We have been saying that such a deal makes sense. Sony Ericsson has not been doing very well lately and needed to ratchet up its consumer products if it wants to catch up in the mobile market, particularly with Nokia expected to make gains next year.
According to Reuters, the $1.45 billion deal will give Sony ownership of certain handset patents held by Ericsson and mean that it can merge the joint venture’s output with its own range of products and online content.
It will end any duplication of products between Sony and Sony Ericsson. Sony’s tablets, games and other consumer electronics devices have been kept separate from the phones sold by Sony Ericsson.
Sony’s chairman and CEO Sir Howard Stringer said that the move will mean his outfit can rapidly offer consumer smartphones, laptops, tablets and televisions that seamlessly connect with one another. Because seams are the enemy of any smartphone maker.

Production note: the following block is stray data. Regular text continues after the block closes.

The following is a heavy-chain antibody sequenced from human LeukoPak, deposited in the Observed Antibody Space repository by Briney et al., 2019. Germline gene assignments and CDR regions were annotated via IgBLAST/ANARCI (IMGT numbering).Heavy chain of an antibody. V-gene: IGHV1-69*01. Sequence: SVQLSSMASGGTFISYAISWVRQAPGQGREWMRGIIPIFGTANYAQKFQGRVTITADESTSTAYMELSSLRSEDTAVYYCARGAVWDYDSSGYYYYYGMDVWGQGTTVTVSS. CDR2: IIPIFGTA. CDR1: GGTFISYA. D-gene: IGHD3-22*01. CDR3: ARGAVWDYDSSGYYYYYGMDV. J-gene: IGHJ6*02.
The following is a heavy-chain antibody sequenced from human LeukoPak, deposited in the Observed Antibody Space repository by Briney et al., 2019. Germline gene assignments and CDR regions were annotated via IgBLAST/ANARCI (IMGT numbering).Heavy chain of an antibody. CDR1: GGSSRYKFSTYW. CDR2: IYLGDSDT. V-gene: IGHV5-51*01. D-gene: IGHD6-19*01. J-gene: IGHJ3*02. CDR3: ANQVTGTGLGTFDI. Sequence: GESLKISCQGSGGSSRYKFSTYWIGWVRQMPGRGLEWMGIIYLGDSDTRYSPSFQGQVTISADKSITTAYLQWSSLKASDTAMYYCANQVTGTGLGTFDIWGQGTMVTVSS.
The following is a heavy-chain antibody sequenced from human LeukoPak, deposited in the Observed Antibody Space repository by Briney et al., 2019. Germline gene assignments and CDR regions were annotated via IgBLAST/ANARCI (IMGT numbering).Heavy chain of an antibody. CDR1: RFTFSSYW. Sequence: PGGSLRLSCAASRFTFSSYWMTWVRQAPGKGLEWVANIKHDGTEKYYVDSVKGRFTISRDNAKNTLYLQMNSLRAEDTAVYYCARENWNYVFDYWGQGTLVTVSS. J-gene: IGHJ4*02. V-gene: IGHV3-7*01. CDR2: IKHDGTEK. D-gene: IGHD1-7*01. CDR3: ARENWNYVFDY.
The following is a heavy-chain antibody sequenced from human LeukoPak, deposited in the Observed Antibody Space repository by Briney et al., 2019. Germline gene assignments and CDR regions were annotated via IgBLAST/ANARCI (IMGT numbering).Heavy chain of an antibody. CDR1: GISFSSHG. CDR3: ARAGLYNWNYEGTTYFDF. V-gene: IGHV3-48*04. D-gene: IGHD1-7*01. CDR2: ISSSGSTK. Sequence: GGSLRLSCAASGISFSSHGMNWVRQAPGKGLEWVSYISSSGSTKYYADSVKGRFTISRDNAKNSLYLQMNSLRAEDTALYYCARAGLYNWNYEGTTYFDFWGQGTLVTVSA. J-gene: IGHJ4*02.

A high-end Playstation phone could make sense for the company.
The deal has been talked about for a year but it looked fairly certain to happen for a month.
This is mostly because integrating everything might be tricker than it expects. However, Sony was facing bigger problems due to its lack of mobile assets.
As far as Ericsson is concerned, the deal provides Sony with a broad intellectual property cross-licensing agreement covering all the Japanese company’s products and services as well as ownership of “five essential patent families relating to wireless handset technology.”
This will be useful when the patent trolls from Apple and Microsoft start to call and try and get products taken off the shelves.